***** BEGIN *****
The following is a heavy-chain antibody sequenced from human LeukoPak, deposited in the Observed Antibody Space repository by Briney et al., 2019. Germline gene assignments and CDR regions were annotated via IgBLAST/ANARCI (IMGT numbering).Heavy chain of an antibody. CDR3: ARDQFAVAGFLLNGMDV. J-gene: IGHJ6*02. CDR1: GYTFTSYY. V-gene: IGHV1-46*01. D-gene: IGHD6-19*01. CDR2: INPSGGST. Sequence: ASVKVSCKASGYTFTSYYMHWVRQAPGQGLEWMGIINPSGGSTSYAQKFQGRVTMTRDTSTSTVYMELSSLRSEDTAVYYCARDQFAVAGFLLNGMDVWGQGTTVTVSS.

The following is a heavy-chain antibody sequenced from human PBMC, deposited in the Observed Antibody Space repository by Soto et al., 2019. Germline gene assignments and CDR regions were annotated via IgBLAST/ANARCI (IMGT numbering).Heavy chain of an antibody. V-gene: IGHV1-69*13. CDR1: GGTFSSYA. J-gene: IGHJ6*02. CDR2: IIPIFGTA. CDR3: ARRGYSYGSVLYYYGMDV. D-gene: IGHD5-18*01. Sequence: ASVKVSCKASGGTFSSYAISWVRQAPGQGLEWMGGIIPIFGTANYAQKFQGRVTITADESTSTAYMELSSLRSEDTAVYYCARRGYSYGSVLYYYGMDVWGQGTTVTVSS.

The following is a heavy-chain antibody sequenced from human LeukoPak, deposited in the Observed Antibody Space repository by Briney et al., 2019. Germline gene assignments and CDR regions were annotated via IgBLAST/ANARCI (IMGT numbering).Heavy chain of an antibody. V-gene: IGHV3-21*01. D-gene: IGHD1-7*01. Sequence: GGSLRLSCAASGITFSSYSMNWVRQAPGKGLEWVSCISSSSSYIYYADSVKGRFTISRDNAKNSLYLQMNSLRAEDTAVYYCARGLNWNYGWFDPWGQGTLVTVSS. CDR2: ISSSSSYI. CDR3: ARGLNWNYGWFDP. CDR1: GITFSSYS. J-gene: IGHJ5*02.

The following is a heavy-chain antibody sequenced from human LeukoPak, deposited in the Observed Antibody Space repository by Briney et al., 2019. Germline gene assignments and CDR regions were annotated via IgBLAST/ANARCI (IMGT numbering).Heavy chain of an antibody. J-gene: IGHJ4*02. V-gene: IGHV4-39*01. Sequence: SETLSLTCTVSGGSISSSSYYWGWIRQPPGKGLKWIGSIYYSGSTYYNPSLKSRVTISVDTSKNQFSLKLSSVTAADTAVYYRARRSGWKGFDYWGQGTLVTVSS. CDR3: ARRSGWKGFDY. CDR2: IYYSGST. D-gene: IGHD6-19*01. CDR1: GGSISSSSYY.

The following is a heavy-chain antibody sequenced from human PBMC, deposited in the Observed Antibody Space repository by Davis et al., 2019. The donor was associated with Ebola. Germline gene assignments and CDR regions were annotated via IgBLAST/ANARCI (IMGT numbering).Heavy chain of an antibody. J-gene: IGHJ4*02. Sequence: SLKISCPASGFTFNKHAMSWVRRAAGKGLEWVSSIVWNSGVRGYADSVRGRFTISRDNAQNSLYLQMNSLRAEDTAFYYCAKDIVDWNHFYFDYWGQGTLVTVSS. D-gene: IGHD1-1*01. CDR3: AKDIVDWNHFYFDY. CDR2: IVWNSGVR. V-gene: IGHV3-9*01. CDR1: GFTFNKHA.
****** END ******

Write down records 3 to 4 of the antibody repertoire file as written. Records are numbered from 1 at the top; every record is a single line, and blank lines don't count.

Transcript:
The following is a heavy-chain antibody sequenced from human LeukoPak, deposited in the Observed Antibody Space repository by Briney et al., 2019. Germline gene assignments and CDR regions were annotated via IgBLAST/ANARCI (IMGT numbering).Heavy chain of an antibody. V-gene: IGHV3-21*01. D-gene: IGHD1-7*01. Sequence: GGSLRLSCAASGITFSSYSMNWVRQAPGKGLEWVSCISSSSSYIYYADSVKGRFTISRDNAKNSLYLQMNSLRAEDTAVYYCARGLNWNYGWFDPWGQGTLVTVSS. CDR2: ISSSSSYI. CDR3: ARGLNWNYGWFDP. CDR1: GITFSSYS. J-gene: IGHJ5*02.

The following is a heavy-chain antibody sequenced from human LeukoPak, deposited in the Observed Antibody Space repository by Briney et al., 2019. Germline gene assignments and CDR regions were annotated via IgBLAST/ANARCI (IMGT numbering).Heavy chain of an antibody. J-gene: IGHJ4*02. V-gene: IGHV4-39*01. Sequence: SETLSLTCTVSGGSISSSSYYWGWIRQPPGKGLKWIGSIYYSGSTYYNPSLKSRVTISVDTSKNQFSLKLSSVTAADTAVYYRARRSGWKGFDYWGQGTLVTVSS. CDR3: ARRSGWKGFDY. CDR2: IYYSGST. D-gene: IGHD6-19*01. CDR1: GGSISSSSYY.